Best of all comes the outrageous new Grand Bruise Legends mode. Essentially Granblue Fantasy Fall Guys, this drops 6 players into an elimination race featuring power-ups, traps, and more random insanity than you can shake a greatsword at. It’s a party game twist perfectly complementing the main event’s intense focus. And gives folks wanting a quick giggle over tight combat a place to unwind.
If you faded from the original Granblue Fantasy Versus due to lacking netcode and anemic social spaces, consider those complaints rectified. Rising overlays gold standard online functionality with venues tailored for hanging with friends new and old. The future looks bright for this franchise to cultivate an online scene worthy of its ambition. Just be sure to stretch beforehand, as the road ahead holds endless alley brawls with the planet’s finest warriors!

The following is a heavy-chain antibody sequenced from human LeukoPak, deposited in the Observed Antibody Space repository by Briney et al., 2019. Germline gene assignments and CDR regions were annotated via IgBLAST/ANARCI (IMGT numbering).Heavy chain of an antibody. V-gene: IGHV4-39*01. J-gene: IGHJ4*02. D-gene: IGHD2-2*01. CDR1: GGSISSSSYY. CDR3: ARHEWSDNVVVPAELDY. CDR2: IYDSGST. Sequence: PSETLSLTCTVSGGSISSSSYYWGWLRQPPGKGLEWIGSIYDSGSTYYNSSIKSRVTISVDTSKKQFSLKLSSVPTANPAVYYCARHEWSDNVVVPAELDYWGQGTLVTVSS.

The Gateway to Competitive Combat
Seeking a smooth on-ramp to the fighting game space without sacrificing depth? Granblue Fantasy Versus: Rising rolls out the red carpet for new blood while avoiding genre dilution. By sculpting systems around accessibility first, veterans receive a worthy title to master as their skills grow.
The biggest obstacle facing wannabe pugilists is execution complexity. When simple actions require arcane stick motions and precise timing, basics become barriers before mind games even start. Rising provides multiple routes over this hurdle with easy input specials and auto-combo chains. Flashy attacks come easy by just tapping directions and buttons – no PhD required.